Politics

Karen Handel Keeps Georgia Seat in GOP Hands

Republican defeats Jon Ossoff in most expensive House election

Karen Handel is the first Republican woman elected to Congress from Georgia. (Bill Clark/CQ Roll Call)

Republicans can breathe a sigh of relief with GOP nominee Karen Handel defeating Democrat Jon Ossoff in the special election in Georgia’s 6th District on Tuesday.

Handel carried 52 percent of the vote to Ossoff’s 48 percent with 100 percent of precincts reporting, according to The Associated Press. She becomes the first Republican woman to be elected to Congress from Georgia.

The race to fill the seat vacated by Health and Human Services Secretary Tom Price became the most expensive House race ever, with total spending topping $50 million. The race captured the national spotlight in a way congressional elections rarely do.

President Donald Trump’s narrow victory here (he won the district by less than 2 points last fall) galvanized Democrats looking to send a message to the White House and a Republican Congress.

The defeat on Tuesday is a symbolic blow to the Democrats’ momentum heading into 2018, when they’re looking to pick up 24 seats to retake the House. Many of those districts share similar suburban elements with Georgia’s 6th District.

UNITED STATES - JUNE 19: Republican candidate for Georgia's 6th Congressional district Karen Handel speaks to supporters at the Cherokee Cattle Ranch restaurant in Marietta, Ga., on the final day of campaigning on Monday, June 19, 2017. Handel is facing off against Democrat Jon Ossoff in the special election to fill the seat vacated by current HHS Secretary Tom Price will be held on Tuesday. (Photo By Bill Clark/CQ Roll Call)
Handel campaigning on Monday. (Bill Clark/CQ Roll Call)

But Handel’s margin is well short of recent GOP margins in this district. Price won re-election last fall by 23 points. The narrowing of the gap is reflective of the narrower congressional margins for Republicans seen earlier this year in Kansas and Montana — and elsewhere Tuesday night, in South Carolina.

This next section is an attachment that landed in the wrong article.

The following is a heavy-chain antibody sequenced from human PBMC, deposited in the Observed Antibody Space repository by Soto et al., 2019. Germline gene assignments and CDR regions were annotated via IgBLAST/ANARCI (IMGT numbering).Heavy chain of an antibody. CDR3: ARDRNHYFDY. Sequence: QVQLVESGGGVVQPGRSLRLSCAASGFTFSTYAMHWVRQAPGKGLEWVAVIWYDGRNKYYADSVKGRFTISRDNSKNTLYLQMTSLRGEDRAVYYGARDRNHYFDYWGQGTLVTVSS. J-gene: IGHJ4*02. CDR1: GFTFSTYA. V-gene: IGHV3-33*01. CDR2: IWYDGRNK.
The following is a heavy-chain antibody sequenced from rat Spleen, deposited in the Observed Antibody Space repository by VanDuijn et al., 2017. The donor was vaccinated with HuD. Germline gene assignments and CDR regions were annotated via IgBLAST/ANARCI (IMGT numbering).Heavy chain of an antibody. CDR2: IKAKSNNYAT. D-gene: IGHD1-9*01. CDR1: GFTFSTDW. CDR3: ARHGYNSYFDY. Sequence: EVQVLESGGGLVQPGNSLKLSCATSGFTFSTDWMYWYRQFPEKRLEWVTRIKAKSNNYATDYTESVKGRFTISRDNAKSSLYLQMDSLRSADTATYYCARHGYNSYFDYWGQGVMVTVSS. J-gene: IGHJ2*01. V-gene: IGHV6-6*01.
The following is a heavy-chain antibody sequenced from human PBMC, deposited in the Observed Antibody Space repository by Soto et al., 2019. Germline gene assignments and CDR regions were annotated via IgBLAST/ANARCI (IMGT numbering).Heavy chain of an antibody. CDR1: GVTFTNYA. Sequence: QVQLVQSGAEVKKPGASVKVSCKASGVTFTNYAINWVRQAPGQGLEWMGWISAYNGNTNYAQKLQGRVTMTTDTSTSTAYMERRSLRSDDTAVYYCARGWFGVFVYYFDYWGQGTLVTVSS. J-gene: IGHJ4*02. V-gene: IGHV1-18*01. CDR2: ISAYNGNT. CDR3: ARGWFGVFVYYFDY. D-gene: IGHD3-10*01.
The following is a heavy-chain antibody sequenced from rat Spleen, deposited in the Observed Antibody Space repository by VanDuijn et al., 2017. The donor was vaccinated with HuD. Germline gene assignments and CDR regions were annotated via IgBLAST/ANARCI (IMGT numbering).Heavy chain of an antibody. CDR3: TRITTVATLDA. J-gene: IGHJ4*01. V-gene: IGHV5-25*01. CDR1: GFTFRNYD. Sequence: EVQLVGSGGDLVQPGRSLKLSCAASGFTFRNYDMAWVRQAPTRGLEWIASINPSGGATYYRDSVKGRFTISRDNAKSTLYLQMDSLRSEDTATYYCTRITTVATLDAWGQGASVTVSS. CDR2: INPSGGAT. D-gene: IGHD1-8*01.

Ossoff’s team built an extensive operation, with a much more robust field operation than Handel’s. The 30-year-old first-time candidate raised about $24 million for this race, much of it from outside the district and the state.

The liberal base rallied around him, with groups such as End Citizens United and the liberal blog Daily Kos, helping him pull in small-dollar contributions.

Supporters of Democrat Jon Ossoff check their phones for early results at Ossoff’s election night watch party in Atlanta on Tuesday. (Bill Clark/CQ Roll Call)
Supporters of Democrat Jon Ossoff check their phones for early results at Ossoff’s election night watch party in Atlanta on Tuesday. (Bill Clark/CQ Roll Call)

But Republicans turned that outside fundraising into a central line of attack against him in their efforts to paint Ossoff as out of touch and too liberal for the district. They also accused him of inflating his national security credentials as a onetime staffer on Capitol Hill.

While Handel raised and spent much less money, she benefited from heavy spending from outside groups.

The Congressional Leadership Fund, the super PAC backed by House leadership, was the first outside group on the ground here. It ended up spending $7 million through the primary and the runoff.

Part of that investment was a significant ground operation to make up for what the Handel campaign wasn’t able to deliver with fewer bodies and less enthusiasm than the Ossoff team. The group knocked on 300,000 doors since the April primary.

Handel, the former Georgia secretary of state, previously ran unsuccessfully for governor in 2010 and for the Senate in 2014. She came in second behind Ossoff in April’s jungle primary, besting 11 other Republicans.

She was the GOP candidate who distanced herself from Trump the most during the primary, but after winning the GOP nod, she faced a difficult balance. Trump held a fundraiser for her (outside the district), but given his unpopularity in her district, she couldn’t fully embrace the president either.

Looking ahead to 2018, this race is expected to be competitive again. But unlike this year, it won’t be the only competitive race on the map attracting all the money and attention.

“It will be considered competitive because of how poorly Trump did and how well-educated the district is,” a GOP aide said Tuesday before the race was called.

“She will have to pick some issues she disagrees with the president on going forward,” the aide added.

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